Provisional All-Russian Government

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Not to be confused with Russian Provisional Government.
Provisional All-Russian Government
Временное Всероссийское правительство

 

 

 

1918–1920
 


Flag

Capital Omsk
Languages Russian
Government Dictatorship
Supreme Ruler Alexander Kolchak
Historical era Russian Civil War
 •  Established 3 November 1918
 •  Disestablished 14 January 1920

The Provisional All-Russian Government (PA-RG) was a short-lived government (1918-1920) centred in Omsk during the Russian Civil War of 1917-1922. It formed from the Komuch (mainly Socialist-Revolutionary Party (SR) and Constitutional Democratic Party (Kadet) members based in Samara) and from the Provisional Siberian Government, which consisted mainly of regional politicians and rightist officers and was based at Omsk. The two régimes had previously failed to work effectively together, with rivalry leading to a customs war and to numerous border disputes.

Formation[edit]

A State Conference took place at Ufa between 8 and 23 September 1918, which resulted in the establishment of this alternative to the Russian Republic and then when that was overthrown to the Bolshevik government. It encompassed 170 delegates, including some from other regions. A compromise resulted: the Komuch gained recognition for the SR-dominated All-Russian Constituent Assembly (elected in November 1917) as the eventual basis of power, but they also lost their claim to be the legal All-Russian government. In its place a five-man Directory was set up as the embodiment of the new government:

A Council of Ministers carried out the day-to-day administration of the government. A majority of the Council of Ministers (10 out of 14) had served formerly as members of the Provisional Siberian Government.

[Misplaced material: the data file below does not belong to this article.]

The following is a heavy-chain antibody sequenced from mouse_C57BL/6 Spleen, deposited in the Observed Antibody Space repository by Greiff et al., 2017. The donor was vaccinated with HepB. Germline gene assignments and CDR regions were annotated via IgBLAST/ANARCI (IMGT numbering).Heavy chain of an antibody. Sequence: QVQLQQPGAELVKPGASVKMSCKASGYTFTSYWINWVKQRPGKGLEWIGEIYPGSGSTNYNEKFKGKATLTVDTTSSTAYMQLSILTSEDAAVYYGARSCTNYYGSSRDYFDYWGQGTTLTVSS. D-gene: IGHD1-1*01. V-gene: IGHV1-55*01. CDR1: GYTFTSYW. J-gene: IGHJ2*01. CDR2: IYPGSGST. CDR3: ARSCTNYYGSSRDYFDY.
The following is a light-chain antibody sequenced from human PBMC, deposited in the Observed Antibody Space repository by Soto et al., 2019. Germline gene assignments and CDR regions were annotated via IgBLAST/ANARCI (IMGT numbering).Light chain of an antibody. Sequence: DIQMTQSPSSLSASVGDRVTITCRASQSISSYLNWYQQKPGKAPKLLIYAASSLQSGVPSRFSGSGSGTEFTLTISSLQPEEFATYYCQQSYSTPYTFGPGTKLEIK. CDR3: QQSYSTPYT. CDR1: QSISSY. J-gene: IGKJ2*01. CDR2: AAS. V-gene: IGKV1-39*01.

With the Bolsheviks replacing Kerensky the Directory was replaced. A Cossack detachment arrested Avksentiev and Zenzinov. Next morning Vologodsky called for a PA-RG Council of Ministers. The Directory was dissolved and its former Minister of War, Admiral Kolchak, became Supreme Governor of All-Russia.

The Supreme Governor issued the following manifesto to the population:

The Provisional All-Russian Government has come to an end. The Council of Ministers, having all the power in its hands, has invested me, Admiral Alexander Kolchak, with this power. I have accepted this responsibility in the exceptionally difficult circumstances of civil war and complete disorganisation of the country, and I now make it known that I shall follow neither the reactionary path nor the deadly path of party strife. My chief aims are the organisation of a fighting force, the overthrow of Bolshevism, and the establishment of law and order, so that the Russian people may be able to choose a form of government in accordance with its desire and to realise the high ideas of liberty and freedom. I call upon you, citizens, to unite and to sacrifice your all, if necessary, in the struggle with Bolshevism.

Included among Kolchak's ministers was former prominent Tsarist minister Sergey Sazonov, who would represent the government at the Paris Peace Conference.[1]

Internal Tensions[edit]

Viktor Chernov, founder of the Socialist-Revolutionary Party (SR), criticised the PA-RG vehemently. He denounced the Ufa settlement as unsatisfactory and saw "counter-revolutionary" elements involved in the new government. He advocated that the SR Party should rally the population behind the Constituent Assembly and organise the People's Army as an independent force. This antagonised the right, who identified the PA-RG with the Provisional Government of Alexander Kerensky

The SR leaders in Russia denounced Kolchak and called for him to be killed. Their activities resulted in a small revolt in Omsk on December 22, 1918; Cossack troops and the Czech Legion swiftly suppressed this opposition, summarily executing almost 500 rebels. The SRs opened negotiations with the Bolsheviks and in January 1919 the remnants of the Komuch's People's Army joined the Red Army.[citation needed]

Successor[edit]

With the death of Kolchak power passed southwards to the Volunteer Army.

References[edit]

  1. ^ Erik Goldstein The First World War Peace Settlements, 1919-1925 p49 Routledge (2013)
  • Evan Mawdsley, The Russian Civil War (2008). Edinburgh, Birlinn, pp. 143–8.

External links[edit]